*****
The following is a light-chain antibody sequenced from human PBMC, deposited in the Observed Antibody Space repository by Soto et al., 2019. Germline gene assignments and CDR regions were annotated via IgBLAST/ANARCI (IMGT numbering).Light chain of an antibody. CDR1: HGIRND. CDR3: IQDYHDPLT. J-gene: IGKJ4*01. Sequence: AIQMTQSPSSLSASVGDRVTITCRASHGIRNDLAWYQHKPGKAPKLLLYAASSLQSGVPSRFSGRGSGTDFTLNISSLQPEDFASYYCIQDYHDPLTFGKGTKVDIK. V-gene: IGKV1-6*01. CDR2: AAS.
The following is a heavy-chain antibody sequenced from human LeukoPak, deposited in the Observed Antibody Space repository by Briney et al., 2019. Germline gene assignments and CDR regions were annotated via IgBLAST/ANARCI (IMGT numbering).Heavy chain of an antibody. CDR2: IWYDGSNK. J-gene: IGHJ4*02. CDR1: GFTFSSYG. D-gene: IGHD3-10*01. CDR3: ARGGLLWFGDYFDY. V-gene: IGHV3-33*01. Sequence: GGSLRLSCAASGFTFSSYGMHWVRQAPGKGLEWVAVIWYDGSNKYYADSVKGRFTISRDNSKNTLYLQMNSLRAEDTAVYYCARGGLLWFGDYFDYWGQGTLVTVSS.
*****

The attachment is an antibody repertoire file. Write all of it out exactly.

The following is a light-chain antibody sequenced from human PBMC, deposited in the Observed Antibody Space repository by Soto et al., 2019. Germline gene assignments and CDR regions were annotated via IgBLAST/ANARCI (IMGT numbering).Light chain of an antibody. CDR1: HGIRND. CDR3: IQDYHDPLT. J-gene: IGKJ4*01. Sequence: AIQMTQSPSSLSASVGDRVTITCRASHGIRNDLAWYQHKPGKAPKLLLYAASSLQSGVPSRFSGRGSGTDFTLNISSLQPEDFASYYCIQDYHDPLTFGKGTKVDIK. V-gene: IGKV1-6*01. CDR2: AAS.
The following is a heavy-chain antibody sequenced from human LeukoPak, deposited in the Observed Antibody Space repository by Briney et al., 2019. Germline gene assignments and CDR regions were annotated via IgBLAST/ANARCI (IMGT numbering).Heavy chain of an antibody. CDR2: IWYDGSNK. J-gene: IGHJ4*02. CDR1: GFTFSSYG. D-gene: IGHD3-10*01. CDR3: ARGGLLWFGDYFDY. V-gene: IGHV3-33*01. Sequence: GGSLRLSCAASGFTFSSYGMHWVRQAPGKGLEWVAVIWYDGSNKYYADSVKGRFTISRDNSKNTLYLQMNSLRAEDTAVYYCARGGLLWFGDYFDYWGQGTLVTVSS.